- This event has passed.
Endless Summer School: Cybersecurity & PhD Talent Spotlight
November 25, 2020 @ 10:00 am - 12:00 pm
PhD Talent Spotlight
The PhD Talent Spotlight showcases the research of Vector PhD and postdoctoral fellows who will be entering the workforce over the next 12 months. These research presentations are an opportunity to hear some of the latest AI research and are designed to forge connections with leading up-and-coming talent, for potential future hiring or collaboration.
If you are building ML teams or are part of a technical team at a Vector industry sponsor or health partner, register to join us on November 25th, 2020.
Model-Based Reinforcement Learning for Intelligent Assistants
PhD Candidate (University of Guelph), MBA (University of Toronto), BSc in Computer Science (Ryerson University)
PhD Supervisor: Graham Taylor
In this talk, I will discuss the idea of augmenting a reinforcement learning agent with a world model that is used for planning, which is known as model-based reinforcement learning (MBRL). I will explain how planning can help the agent evaluate possible actions by imagining hypothetical scenarios based on the model and then computing their expected future outcomes. Further, I will describe why finding solutions for planning with MBRL will bring us one step closer towards the ultimate goal of intelligent assistants that fully and functionally understand the real world around them.
Smooth Games in Modern Machine Learning
PhD Candidate (University of Waterloo), MSc in Physics (University of Waterloo), BSc in Physics (University of Science and Technology of China)
Smooth games, in particular two-player sequential games (a.k.a. minimax optimization), have been an important modeling tool in applied science and received renewed interest in machine learning. In this talk, I will discuss several applications of smooth games in modern machine learning and then briefly talk about its solution concepts. After that, I will mention challenges in finding an optimal solution and discuss the intuitions of first-order and second-order methods for tackling such problems.
Stable Learning-Based Controllers for Accurate Tracking in Changing Environments
Postdoc (University of Toronto), PhD (University of Toronto), M.Eng (University of New Sotuh Wales), Lic., Eng (Instituto Tecnológico y de Estudios Superiores de Monterrey)
Postdoc Supervisor: Angela Schoellig
Introducing robots to changing environments requires sophisticated controllers that can guarantee high overall performance in the presence of modeling errors, disturbances and changing dynamics. Learning-based controllers can improve robot performance in changing environments; however, these controllers must remain stable. In this talk, I will present learning-based controllers that can guarantee stability and high overall performance even in the presence of modeling errors, disturbances and changing dynamics. The iterative learning framework improves performance in a few iterations and is formulated to enable data-efficient multi-robot, multi-task transfer learning. The online learning framework uses data gathered online to improve performance at runtime while guaranteeing stability. Experiments on drones for both frameworks are presented.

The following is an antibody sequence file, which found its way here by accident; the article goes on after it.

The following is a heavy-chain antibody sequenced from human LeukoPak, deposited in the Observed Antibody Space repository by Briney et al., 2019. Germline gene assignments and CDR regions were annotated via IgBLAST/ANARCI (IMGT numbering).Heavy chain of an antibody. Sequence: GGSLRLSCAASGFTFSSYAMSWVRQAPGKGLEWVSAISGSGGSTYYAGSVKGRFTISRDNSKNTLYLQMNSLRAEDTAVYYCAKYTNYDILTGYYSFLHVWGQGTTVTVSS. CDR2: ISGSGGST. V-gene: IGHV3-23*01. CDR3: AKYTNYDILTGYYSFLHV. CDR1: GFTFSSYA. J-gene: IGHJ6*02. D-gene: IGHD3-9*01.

Artificial Intelligence: How Experimental Psychology Can Help Generate Explainable AI
Postdoc (Vector Institute), PhD (Purdue University), BSc in Psychology (Western University)
Postdoc Supervisor: Graham Taylor
Artificial intelligence powered by deep neural networks has reached a level of complexity where it can be difficult or impossible to express how a model makes its decisions. This black-box problem is especially concerning when the model makes decisions with consequences for human well-being. In response, computer scientists have developed a field called explainable artificial intelligence (XAI) that aims to increase the interpretability and transparency of machine learning. In this talk, I will review how cognitive psychologists can make complementary contributions to XAI. The human mind is also a black box, and cognitive psychologists have over one hundred and fifty years of experience modeling it through experimentation. We ought to translate the methods and rigour of cognitive psychology to the study of artificial black boxes in the service of explainability. I will provide a review of XAI for psychologists, arguing that current methods possess a blind spot that can be complemented by the experimental cognitive tradition. We also provide a framework for research in XAI, highlight exemplary cases of experimentation within XAI inspired by psychological science, and demonstrate a use-case by inferring model properties of feature processing in a CNN trained for image recognition by measuring its response time.
Cybersecurity and Privacy: Complements for a More Secure Internet